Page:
This, I think, was my best shot of the day.  Mama is sitting on the nest with Junior (any suggestions for names?) as Papa comes in with a sunfish. 
The rest of the pictures are in the order taken.  The seals were entertaining as always.
I think this might be a parent and wayward child.  There was quite a scuffle as the young one came quite close to where I was standing.  (The tide was out, so that meant much closer than the seals normally swim.)  The larger one chased it back to a safer distance, growling all the while.
I waited for almost two hours for Papa Osprey to return, the longest I've ever seen him stay away from the nest.  In the meantime, I tested out the camera on other attractions.  I like the sparkly wave here, and the seagull, in my happy interpretation, looking forward to the ride.
I told you that I waited for two hours.  What I didn't mention is that Bill, with not even a hint of complaint (he did say he was doing Python programs in his head), looked after Black Jack, encouraged me when I felt discouraged, clambered back up the rocks to his truck to get my tripod (which was too small for the job), and this after driving me to North Van through heavy downtown traffic.  I need a new word.  "Thank you" is inadequate for the kindness and patience Bill shows.  He really is worth his weight in platinum (The highest value metal I know of:)  In this picture, Black Jack was amusing Bill with her prancing and dancing, as she tried to play with a sparkly reflection that she perceived to be alive.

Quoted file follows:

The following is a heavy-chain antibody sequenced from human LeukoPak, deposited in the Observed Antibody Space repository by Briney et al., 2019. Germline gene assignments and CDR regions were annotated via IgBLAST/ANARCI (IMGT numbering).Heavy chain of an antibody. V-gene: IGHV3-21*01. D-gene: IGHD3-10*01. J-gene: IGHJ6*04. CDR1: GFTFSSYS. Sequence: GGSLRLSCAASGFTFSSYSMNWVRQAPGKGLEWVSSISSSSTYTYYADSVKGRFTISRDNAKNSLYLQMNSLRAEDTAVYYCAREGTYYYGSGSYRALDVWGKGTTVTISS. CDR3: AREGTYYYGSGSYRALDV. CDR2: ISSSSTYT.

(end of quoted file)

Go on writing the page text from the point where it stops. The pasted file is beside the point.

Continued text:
Black Jack really loves to play around the shore line.  She was a tiny bit fed up after more than two hours, but overall, she managed to do a good job of keeping herself entertained (with a little help from Bill).
The seagulls gave me lots of practice in following flight.  
This wasn't such a great photo, except that I thought there were great possibilities for amusing dialogue.  All suggestions welcome.
Junior, himself.  A gentleman was there when I arrived, although he finally gave up on waiting for Papa.  He described Junior as "an ugly little thing" which I suppose, from some viewpoints, could be true, but to me, he's absolutely beautiful
Papa finally did arrive.  I thought this family shot had possibilities for dialogue as well.  Something along the lines of: Mama -  "Dear, he's getting to be quite a handful.  I really wish you would hang around a bit more."
Junior - "Man, they're talking about me again.  I can't wait to move outa here."  
"Just today, he (whisper, whisper)..."